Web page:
2022-11-24

Were the Buddhist texts written by Sakyamuni himself?

No, they were recited and recorded by his disciples after the Buddha’s death. In the year of the Buddha’s Parinibbana, his five hundred disciples headed by Ven. Mahakassapa held an assembly at Saptaparna Cave near Rajagaha to compile and edit the Buddha’s teachings for posterity. At the assembly Ven. Ananda recited the Suttas preached by the Buddha, Ven. Upali recited the Vinaya established by the Buddha, and Ven. Mahakassapa recited, and latter supplemented, the Abhidamma which is an exposition and study of the Buddhist creeds. The Sutta, Vinaya and Abhidamma comprise Tipitaka. The word Pitaka originally meant basket for containing things. The compilation of Sutta, Vinaya and Abhidamma into Tipitaka is something like the designation of Jing (classics), Shi (history), Zi (academic schools) and Ji (miscellany) as the “Four Treatures” in China. This Buddhist school council was termed the First Samgiti. Samgiti is generally rendered as “Jieji” in Chinese, while its original meaning in Sanskrit or Pali is “sangha meeting”. The ancient Chinese translators used the word “Jieji” to mean “recital”, which implies both the collection of Dhamma, and the assembly of people. The Tipitaka was not written down at that time, so it was passed on by oral recital. (From Essentials of Buddhism: Questions and Answers)

2022-11-24

Why is the Buddha Called “Fo” in Chinese? What does It Mean?

“Fo” is the abbreviation for “Fotuo” which was used to translate the word “Buddha”. “The characters used for “Fotuo” were pronounced “Buda” at the time of translation). Buddha means “an enlightened one” or “an awakened one”. The term “Buddha” existed in India from the earliest times, but Buddhism has attributed three additional connotations to the term. They are as follows: ⑴ enlightenment (Sambodhi, which means thoroughly realizing the properties and appearance of all dhammas as they are); ⑵ perfect enlightenment (Samma-sambodhi, which means not only enlightening oneself but also equally and universally enlightening others); ⑶ supreme or paramount enlightenment (Anuttara samma-sambodhi, which means one’s wisdom and achievement have reached the highest and the most perfect sphere in enlightening oneself or others). (From Essentials of Buddhism: Questions and Answers)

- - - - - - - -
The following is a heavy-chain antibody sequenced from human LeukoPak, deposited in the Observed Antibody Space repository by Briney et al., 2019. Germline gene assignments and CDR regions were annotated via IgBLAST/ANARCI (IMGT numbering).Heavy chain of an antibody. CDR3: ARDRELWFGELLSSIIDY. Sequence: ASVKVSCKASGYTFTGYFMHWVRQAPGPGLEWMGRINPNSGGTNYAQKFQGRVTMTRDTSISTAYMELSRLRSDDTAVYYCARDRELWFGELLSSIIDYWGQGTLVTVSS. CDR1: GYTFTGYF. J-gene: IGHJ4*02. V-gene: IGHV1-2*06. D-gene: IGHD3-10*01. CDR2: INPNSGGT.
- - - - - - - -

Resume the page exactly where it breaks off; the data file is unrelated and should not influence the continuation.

2022-11-18

What is “Dharma”?

“Dharma” in Sanskrit means “retaining one’s own nature, so that it can be recognized”. That is to say, everything has its own attributes and appearance and maintains its own properties, by which people can perceive it as what it is. For instance, water maintains its property of wetness and acts according to its fixed track, so people recognize it as water when they see it. Conversely, when something is devoid of wetness and obey different rules from water, there then can be no conception of water. Therefore, Buddhism views everything as “dhamma”. The terms “all dhammas”, “each dhamma” appearing in Buddhist canons indicate “all things” or “universal existence”. According to this interpretation, the discourses delivered by the Buddha based on his own empirical comprehension of dhammas are also “Dhamma” since they hold true to the principle of “retaining its own nature, so that it can be recognized.” (From Essentials of Buddhism: Questions and Answers)

2022-11-18